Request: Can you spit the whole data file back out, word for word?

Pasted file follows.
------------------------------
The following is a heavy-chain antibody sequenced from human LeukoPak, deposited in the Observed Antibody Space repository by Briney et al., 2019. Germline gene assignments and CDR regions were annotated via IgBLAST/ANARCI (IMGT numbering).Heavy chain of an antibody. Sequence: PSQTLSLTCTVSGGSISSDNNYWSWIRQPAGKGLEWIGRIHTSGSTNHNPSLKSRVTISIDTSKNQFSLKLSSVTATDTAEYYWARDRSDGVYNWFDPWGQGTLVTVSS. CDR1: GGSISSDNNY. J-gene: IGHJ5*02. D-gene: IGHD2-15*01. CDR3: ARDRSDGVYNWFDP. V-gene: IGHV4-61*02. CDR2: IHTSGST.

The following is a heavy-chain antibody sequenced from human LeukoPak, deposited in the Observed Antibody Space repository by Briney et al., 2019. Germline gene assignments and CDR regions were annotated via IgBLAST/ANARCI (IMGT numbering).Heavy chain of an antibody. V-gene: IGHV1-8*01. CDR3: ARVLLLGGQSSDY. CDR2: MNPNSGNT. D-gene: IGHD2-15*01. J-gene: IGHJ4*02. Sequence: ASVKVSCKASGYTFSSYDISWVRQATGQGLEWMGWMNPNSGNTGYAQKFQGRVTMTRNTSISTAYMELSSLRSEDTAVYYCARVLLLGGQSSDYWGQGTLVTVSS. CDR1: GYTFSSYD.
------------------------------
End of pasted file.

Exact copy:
The following is a heavy-chain antibody sequenced from human LeukoPak, deposited in the Observed Antibody Space repository by Briney et al., 2019. Germline gene assignments and CDR regions were annotated via IgBLAST/ANARCI (IMGT numbering).Heavy chain of an antibody. Sequence: PSQTLSLTCTVSGGSISSDNNYWSWIRQPAGKGLEWIGRIHTSGSTNHNPSLKSRVTISIDTSKNQFSLKLSSVTATDTAEYYWARDRSDGVYNWFDPWGQGTLVTVSS. CDR1: GGSISSDNNY. J-gene: IGHJ5*02. D-gene: IGHD2-15*01. CDR3: ARDRSDGVYNWFDP. V-gene: IGHV4-61*02. CDR2: IHTSGST.

The following is a heavy-chain antibody sequenced from human LeukoPak, deposited in the Observed Antibody Space repository by Briney et al., 2019. Germline gene assignments and CDR regions were annotated via IgBLAST/ANARCI (IMGT numbering).Heavy chain of an antibody. V-gene: IGHV1-8*01. CDR3: ARVLLLGGQSSDY. CDR2: MNPNSGNT. D-gene: IGHD2-15*01. J-gene: IGHJ4*02. Sequence: ASVKVSCKASGYTFSSYDISWVRQATGQGLEWMGWMNPNSGNTGYAQKFQGRVTMTRNTSISTAYMELSSLRSEDTAVYYCARVLLLGGQSSDYWGQGTLVTVSS. CDR1: GYTFSSYD.